Although the past few weeks have been tough for Tennessee in the news, following the horror in Nashville, the state has a lot going for it – from the blues, jazz and BBQ of Memphis to the country twang and tourist attractions of Nashville, to the honky-tonk amusement park of thrills of Dollywood in Pigeon Forge
But Tennessee has something else going for it, which makes it a favorite spot of retirees – No Income Tax and No Property Tax Over 65 (Tennessee voters approved that property tax freeze for seniors in 2006). The Volunteer State joins Alaska, Florida, Nevada, New Hampshire, South Dakota, Texas, Washington and Wyoming, as states that don’t pile on their own tax after the federal government takes its share.
BetTennessee.com – your source for Tennessee sports betting – analyzed the best states to avoid tax burdens, utilizing TaxFoundation.org.
The total tax burden of the state is recognized by including the 2022 Property Tax Burden, 2022 Individual Income Tax Burden and 2022 Total Sales Tax Burden for each state.
BetTennessee.com takes a break from info on Tennessee sports betting apps to give readers perspective beyond wagering.
Unsurprisingly, the states with no income tax fare well our chart.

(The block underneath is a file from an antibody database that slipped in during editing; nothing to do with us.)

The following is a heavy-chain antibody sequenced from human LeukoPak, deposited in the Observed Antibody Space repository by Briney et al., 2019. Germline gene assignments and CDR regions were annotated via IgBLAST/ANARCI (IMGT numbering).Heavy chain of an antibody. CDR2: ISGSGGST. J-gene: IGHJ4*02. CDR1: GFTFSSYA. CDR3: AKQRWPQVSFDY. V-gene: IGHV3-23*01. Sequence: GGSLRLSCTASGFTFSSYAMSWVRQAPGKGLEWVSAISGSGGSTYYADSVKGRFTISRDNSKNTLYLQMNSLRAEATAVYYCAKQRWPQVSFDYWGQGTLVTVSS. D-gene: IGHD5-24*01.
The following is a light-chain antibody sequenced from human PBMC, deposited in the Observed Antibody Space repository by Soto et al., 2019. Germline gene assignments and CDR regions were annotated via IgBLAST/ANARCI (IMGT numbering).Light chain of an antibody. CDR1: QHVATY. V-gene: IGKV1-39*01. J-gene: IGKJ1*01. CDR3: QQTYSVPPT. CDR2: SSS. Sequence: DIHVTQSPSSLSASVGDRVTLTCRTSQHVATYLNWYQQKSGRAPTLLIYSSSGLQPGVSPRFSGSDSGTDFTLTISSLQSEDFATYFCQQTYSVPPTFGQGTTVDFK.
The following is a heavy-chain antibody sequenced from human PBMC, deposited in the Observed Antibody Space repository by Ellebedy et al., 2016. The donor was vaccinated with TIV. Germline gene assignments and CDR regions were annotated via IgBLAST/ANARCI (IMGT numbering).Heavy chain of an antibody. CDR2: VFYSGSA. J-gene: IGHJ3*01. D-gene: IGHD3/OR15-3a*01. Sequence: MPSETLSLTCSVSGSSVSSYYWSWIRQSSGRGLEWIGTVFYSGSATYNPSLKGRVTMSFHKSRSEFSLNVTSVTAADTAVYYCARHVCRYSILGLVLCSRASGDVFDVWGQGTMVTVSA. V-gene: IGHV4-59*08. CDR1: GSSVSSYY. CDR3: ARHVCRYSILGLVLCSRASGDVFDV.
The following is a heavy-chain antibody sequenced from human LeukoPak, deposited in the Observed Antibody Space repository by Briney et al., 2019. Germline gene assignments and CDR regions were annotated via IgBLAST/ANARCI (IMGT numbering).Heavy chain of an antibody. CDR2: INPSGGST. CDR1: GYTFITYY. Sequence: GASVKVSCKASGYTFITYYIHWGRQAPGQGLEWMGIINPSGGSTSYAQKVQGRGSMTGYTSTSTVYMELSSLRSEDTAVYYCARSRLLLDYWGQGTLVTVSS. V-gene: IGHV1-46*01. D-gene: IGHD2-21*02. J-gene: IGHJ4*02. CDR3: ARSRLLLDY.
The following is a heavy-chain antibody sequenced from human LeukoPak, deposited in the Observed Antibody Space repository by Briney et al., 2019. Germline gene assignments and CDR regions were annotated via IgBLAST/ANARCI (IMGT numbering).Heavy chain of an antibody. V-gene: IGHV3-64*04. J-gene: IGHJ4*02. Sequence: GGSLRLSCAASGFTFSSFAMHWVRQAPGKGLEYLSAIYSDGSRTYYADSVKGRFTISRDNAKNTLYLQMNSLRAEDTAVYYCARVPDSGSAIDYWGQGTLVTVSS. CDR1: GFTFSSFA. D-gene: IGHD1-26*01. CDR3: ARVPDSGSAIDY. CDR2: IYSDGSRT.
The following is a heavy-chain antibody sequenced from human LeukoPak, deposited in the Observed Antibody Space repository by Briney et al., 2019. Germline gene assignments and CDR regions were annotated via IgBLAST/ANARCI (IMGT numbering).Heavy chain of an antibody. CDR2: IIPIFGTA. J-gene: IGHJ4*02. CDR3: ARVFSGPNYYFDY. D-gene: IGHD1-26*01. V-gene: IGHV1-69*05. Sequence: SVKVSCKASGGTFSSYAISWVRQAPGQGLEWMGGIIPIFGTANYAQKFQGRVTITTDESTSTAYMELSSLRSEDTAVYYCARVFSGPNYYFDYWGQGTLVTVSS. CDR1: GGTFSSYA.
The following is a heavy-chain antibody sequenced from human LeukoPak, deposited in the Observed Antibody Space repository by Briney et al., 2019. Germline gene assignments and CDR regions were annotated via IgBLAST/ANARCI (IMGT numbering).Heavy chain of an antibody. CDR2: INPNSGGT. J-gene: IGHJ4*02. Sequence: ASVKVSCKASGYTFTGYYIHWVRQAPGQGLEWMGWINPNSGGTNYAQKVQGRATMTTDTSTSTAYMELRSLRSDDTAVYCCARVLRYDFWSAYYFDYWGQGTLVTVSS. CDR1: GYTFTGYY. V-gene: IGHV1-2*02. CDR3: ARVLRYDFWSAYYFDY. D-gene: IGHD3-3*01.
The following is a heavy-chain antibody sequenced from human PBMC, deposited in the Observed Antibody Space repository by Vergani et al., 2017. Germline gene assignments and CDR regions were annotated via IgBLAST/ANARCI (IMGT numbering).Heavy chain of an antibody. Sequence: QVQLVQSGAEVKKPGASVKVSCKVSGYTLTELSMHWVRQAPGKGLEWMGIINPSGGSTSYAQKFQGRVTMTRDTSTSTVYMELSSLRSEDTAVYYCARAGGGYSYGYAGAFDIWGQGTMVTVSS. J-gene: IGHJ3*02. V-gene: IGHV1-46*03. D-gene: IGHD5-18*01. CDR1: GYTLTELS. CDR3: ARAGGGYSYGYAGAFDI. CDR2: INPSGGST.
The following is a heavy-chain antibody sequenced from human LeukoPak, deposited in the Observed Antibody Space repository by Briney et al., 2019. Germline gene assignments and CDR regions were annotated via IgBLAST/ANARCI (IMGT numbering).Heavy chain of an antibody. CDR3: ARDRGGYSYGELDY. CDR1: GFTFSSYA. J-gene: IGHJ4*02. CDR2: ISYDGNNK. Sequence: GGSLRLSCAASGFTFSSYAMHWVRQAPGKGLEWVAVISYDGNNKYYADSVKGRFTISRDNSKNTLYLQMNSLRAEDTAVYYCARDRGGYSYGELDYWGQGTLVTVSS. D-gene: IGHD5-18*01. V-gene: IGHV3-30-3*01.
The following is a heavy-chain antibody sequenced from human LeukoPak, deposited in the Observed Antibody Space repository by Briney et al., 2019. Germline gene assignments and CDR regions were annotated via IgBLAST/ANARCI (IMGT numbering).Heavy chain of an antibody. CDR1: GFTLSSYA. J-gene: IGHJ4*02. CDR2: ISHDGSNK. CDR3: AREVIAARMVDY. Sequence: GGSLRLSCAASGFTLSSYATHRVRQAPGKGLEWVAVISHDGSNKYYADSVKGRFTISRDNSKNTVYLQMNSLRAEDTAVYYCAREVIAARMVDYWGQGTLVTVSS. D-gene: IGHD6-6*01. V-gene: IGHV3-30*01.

Tennessee generates tax revenue with its state sales tax of 7%, although local areas can add on an additional sales tax of no more than 2.75%. With a 2022 effective property tax rate of .71%, Tennessee had the 15th lowest property tax rate, according to WalletHub, with the average Tennessee homeowner paying approximately $900 less than the average U.S. homeowner.
With no state income tax, cheaper land and construction costs compared to many places, low property taxes and property tax forgiveness for seniors, Tennessee is a good state for earners who want to keep more of their money.
It is not, however, the best state to earn money, as it’s never raised the federal minimum wage, which still sits at $7.25 an hour. The average salary in Tennessee is a little more than $50,000 per year. In 2019, Tennessee ranked 42nd in the country by median household income, with its $56,071 about $9,000 below the U.S. average and its poverty rate ranks 12th, at 13.6%. Also, if you have young children, Tennessee ranks 45th in funding schools, according to the Education Data Initiative. Tennessee also hasn’t expanded Medicaid under the ACA, so it’s not all whiskey and moonpies.
The gist of the data is that if you have money or have a job where you make money, Tennessee is a good place to live in terms of holding on to that money. If you need to make money, or require public assistance, Tennessee’s lack of a state income tax and low property tax rates won’t help you much.
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